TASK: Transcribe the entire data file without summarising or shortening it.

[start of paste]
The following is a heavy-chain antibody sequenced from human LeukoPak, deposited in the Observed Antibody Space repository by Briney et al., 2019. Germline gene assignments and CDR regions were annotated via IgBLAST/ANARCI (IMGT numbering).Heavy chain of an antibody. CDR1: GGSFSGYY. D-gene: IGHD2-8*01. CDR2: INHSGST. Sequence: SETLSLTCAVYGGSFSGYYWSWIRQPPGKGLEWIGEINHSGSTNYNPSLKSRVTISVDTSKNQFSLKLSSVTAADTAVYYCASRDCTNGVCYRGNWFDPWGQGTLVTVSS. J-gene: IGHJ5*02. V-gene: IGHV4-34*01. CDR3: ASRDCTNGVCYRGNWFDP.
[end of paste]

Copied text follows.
The following is a heavy-chain antibody sequenced from human LeukoPak, deposited in the Observed Antibody Space repository by Briney et al., 2019. Germline gene assignments and CDR regions were annotated via IgBLAST/ANARCI (IMGT numbering).Heavy chain of an antibody. CDR1: GGSFSGYY. D-gene: IGHD2-8*01. CDR2: INHSGST. Sequence: SETLSLTCAVYGGSFSGYYWSWIRQPPGKGLEWIGEINHSGSTNYNPSLKSRVTISVDTSKNQFSLKLSSVTAADTAVYYCASRDCTNGVCYRGNWFDPWGQGTLVTVSS. J-gene: IGHJ5*02. V-gene: IGHV4-34*01. CDR3: ASRDCTNGVCYRGNWFDP.